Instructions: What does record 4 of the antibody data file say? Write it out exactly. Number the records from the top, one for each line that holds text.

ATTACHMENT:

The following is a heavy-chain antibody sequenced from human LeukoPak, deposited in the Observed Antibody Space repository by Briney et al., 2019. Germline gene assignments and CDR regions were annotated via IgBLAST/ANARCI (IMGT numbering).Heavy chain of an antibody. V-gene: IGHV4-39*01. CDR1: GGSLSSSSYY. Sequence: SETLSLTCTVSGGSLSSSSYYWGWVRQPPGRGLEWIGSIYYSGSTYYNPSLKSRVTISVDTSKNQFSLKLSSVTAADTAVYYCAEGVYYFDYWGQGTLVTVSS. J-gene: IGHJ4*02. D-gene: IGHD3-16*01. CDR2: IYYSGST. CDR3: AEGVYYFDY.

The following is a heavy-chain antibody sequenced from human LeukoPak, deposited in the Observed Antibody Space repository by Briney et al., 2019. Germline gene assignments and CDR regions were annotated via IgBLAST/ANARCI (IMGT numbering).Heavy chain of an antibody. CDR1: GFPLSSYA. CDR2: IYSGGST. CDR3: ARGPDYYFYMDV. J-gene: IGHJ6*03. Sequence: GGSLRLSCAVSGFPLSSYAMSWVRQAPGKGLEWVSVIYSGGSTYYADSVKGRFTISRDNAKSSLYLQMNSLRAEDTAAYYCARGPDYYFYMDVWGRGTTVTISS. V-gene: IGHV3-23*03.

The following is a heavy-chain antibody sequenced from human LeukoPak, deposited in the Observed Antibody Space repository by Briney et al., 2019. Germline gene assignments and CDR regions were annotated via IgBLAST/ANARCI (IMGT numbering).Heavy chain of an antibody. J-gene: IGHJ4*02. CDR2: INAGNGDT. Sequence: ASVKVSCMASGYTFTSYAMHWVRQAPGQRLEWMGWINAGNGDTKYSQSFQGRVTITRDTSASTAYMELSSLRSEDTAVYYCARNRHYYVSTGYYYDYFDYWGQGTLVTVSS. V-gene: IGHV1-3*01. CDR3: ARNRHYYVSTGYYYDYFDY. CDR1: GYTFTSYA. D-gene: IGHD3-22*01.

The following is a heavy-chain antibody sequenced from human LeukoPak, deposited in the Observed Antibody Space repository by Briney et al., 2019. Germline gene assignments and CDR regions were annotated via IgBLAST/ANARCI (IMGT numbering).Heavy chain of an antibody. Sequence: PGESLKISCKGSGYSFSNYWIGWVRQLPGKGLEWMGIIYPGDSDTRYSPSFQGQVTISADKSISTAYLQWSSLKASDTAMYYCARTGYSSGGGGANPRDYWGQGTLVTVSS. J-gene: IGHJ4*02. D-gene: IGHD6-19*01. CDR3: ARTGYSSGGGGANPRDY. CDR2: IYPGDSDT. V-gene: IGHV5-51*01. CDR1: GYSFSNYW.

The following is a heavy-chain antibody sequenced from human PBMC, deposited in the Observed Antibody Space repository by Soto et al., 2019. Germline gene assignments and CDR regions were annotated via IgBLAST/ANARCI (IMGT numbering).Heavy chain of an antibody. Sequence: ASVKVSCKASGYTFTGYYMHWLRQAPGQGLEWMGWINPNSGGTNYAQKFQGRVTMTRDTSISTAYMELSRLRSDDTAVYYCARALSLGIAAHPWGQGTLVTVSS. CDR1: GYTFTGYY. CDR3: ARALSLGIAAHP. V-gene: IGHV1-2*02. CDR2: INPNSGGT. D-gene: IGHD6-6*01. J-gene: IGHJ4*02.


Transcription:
The following is a heavy-chain antibody sequenced from human LeukoPak, deposited in the Observed Antibody Space repository by Briney et al., 2019. Germline gene assignments and CDR regions were annotated via IgBLAST/ANARCI (IMGT numbering).Heavy chain of an antibody. Sequence: PGESLKISCKGSGYSFSNYWIGWVRQLPGKGLEWMGIIYPGDSDTRYSPSFQGQVTISADKSISTAYLQWSSLKASDTAMYYCARTGYSSGGGGANPRDYWGQGTLVTVSS. J-gene: IGHJ4*02. D-gene: IGHD6-19*01. CDR3: ARTGYSSGGGGANPRDY. CDR2: IYPGDSDT. V-gene: IGHV5-51*01. CDR1: GYSFSNYW.